Donald Trump still has time to make his presidency great again

On the first anniversary of his election, Trump faces the worst approval ratings in modern political history. He has no choice but to change course

David Usborne
New York
Tuesday 07 November 2017 17:57
Donald Trump supporters campaign in California, in the run up to the US election in November 2016
Donald Trump supporters campaign in California, in the run up to the US election in November 2016

At the time of Donald Trump’s shocking victory one year ago today, it seemed to his detractors that there could be only one thing worse than his presidency becoming the mortifying train wreck they were expecting. That his presidency would instead turn out to be a roaring success.

I still remember the conundrum. Was it stupid, unpatriotic even, to wish him ill? But my liberal friends, in mourning Hillary Clinton’s loss, were having none of it. Trump a fine president? Don’t make me laugh, or rather cry. I wrote one column advising Democrats on the Hill to get over themselves and cooperate with him. I was accused of losing the plot, even before it had really started.

For now, those friends have been spared the worst. If we say something is “textbook” Trump, it’s not a good thing. Textbook Trump is facing a crisis and making it worse with provocation and insults. Calling Kim Jong-un “little rocket man” when a nuclear catastrophe actually seems possible. Firing your FBI director because he is investigating you. Expressing admiration for the President of the Philippines, never mind the serial human rights violations he’s responsible for.

Textbook Trump is the president taking the hand of those who could actually help him, like his own party with majority control of both sides of Congress, and biting it. Or feeling embittered with the media and responding not with attempts at conciliation but with threats and bile.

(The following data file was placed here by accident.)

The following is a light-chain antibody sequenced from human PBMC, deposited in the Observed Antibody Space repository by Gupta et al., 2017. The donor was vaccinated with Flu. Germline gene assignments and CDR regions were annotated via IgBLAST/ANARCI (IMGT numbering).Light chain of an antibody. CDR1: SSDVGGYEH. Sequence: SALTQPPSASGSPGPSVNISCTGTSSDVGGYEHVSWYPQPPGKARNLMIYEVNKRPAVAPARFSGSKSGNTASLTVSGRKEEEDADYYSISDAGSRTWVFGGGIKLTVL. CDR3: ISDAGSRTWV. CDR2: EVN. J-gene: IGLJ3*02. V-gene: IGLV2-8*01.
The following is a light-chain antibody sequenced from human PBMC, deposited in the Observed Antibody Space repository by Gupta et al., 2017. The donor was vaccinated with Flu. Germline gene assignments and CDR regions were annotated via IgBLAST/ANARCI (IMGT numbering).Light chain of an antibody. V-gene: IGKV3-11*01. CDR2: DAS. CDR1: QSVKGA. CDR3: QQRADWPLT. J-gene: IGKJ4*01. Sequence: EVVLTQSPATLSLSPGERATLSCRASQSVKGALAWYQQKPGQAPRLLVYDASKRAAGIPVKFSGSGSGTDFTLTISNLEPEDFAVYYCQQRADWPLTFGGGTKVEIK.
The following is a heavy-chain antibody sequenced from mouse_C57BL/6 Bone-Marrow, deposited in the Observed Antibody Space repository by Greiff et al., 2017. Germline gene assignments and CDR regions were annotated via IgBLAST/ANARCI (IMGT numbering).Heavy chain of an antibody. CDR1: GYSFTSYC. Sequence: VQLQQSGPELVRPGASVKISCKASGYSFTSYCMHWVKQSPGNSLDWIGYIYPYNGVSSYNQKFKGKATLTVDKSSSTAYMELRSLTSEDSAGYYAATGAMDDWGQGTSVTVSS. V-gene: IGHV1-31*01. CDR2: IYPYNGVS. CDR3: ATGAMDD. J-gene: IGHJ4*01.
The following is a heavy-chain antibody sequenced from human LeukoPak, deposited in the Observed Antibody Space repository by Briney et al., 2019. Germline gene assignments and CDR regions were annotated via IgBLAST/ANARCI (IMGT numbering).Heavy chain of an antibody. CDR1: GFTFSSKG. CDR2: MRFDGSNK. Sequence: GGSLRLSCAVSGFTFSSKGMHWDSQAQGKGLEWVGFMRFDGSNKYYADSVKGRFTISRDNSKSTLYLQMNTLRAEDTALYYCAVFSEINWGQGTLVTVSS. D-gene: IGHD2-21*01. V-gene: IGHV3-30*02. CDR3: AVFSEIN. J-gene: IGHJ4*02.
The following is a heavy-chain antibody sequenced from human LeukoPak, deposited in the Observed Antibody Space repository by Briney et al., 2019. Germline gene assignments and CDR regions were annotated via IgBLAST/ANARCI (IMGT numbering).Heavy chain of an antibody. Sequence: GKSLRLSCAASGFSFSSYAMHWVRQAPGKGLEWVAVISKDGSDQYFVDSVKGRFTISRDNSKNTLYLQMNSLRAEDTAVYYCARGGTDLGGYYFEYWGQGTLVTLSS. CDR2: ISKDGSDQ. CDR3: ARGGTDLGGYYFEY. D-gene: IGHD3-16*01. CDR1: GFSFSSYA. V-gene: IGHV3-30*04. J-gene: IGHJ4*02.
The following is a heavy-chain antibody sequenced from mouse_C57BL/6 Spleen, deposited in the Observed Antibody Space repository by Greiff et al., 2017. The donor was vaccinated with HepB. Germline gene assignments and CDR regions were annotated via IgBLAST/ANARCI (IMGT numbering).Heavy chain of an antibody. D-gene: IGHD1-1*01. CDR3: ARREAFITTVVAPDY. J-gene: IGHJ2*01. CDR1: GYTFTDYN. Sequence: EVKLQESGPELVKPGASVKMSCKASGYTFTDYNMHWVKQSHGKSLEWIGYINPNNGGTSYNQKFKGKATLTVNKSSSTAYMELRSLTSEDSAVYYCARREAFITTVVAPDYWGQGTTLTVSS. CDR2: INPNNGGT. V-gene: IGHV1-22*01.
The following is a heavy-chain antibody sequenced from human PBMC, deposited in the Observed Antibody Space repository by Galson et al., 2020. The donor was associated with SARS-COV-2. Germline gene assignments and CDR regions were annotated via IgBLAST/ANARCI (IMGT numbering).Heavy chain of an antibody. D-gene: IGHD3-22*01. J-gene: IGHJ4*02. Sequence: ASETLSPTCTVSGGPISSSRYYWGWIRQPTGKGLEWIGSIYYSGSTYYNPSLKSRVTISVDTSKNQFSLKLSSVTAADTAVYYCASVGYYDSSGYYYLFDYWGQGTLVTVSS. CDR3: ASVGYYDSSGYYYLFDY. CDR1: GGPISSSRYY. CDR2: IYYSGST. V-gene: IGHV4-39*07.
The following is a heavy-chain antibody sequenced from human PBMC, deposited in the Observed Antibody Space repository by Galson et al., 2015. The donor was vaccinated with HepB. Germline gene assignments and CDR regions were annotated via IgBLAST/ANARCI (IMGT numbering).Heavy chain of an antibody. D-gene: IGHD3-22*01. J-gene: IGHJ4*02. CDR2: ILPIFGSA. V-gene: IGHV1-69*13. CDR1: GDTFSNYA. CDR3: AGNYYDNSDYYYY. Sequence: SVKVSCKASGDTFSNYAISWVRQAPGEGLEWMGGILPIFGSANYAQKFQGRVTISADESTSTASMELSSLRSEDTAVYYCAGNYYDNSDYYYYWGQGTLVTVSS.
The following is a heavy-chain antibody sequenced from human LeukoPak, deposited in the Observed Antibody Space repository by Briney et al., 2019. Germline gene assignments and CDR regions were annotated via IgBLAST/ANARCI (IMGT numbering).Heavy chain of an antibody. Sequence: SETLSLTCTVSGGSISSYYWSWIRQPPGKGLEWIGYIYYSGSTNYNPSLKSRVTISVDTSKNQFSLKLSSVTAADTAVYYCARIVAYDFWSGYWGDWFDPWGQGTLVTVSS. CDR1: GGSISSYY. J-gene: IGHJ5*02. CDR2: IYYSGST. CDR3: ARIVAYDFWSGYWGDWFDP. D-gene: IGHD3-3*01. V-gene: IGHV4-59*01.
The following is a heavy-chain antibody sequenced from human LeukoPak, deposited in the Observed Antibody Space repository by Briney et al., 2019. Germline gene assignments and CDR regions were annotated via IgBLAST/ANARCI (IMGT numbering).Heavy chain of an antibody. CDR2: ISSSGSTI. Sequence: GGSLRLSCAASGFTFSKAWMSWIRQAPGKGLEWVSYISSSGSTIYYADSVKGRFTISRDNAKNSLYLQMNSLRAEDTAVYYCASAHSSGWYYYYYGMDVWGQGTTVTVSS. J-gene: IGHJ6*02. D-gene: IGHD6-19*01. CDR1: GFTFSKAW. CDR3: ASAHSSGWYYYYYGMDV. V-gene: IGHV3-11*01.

Let’s not bicker about whether or not Trump is a disaster. The economy remains strong, but the foundations of that were laid by Barack Obama. The first anniversary polls tell a sobering story. Almost six out of 10 Americans disapprove of the job Trump is doing, according to latest ABC/Washington Post survey. Only 37 per cent approve of his performance. No one has fared worse at this early stage of a presidency going back to Dwight Eisenhower. Even his base is fraying.

But it is still early. So let’s make the case that Trump still has time to get his presidency back on track. There are steps he can take and he knows he must, if not to have some chance of winning re-election in 2020 then at least to avoid a legacy of incompetence and humiliation.

Some he will resist on the grounds that his base have expectations. They elected him to upset the apple cart. But the test of leadership is to look your supporters in the eye and say, yes, I get you, but I’m going in this direction now because it is the better way to deliver what you need.

That Trump is capable of changing his plumage has been evident during his trip to Asia. To the relief of his hosts, he toned it down on North Korea. Gone was “fire and fury”, replaced by talk of a diplomatic settlement. “Come to the table” and “make a deal,” he said. Do we have the makings of Trump foreign policy doctrine? Wave the big military stick and seem ready to use it, then strike a deal that has eluded so many of your predecessors. Almost Reagan-esque isn’t it?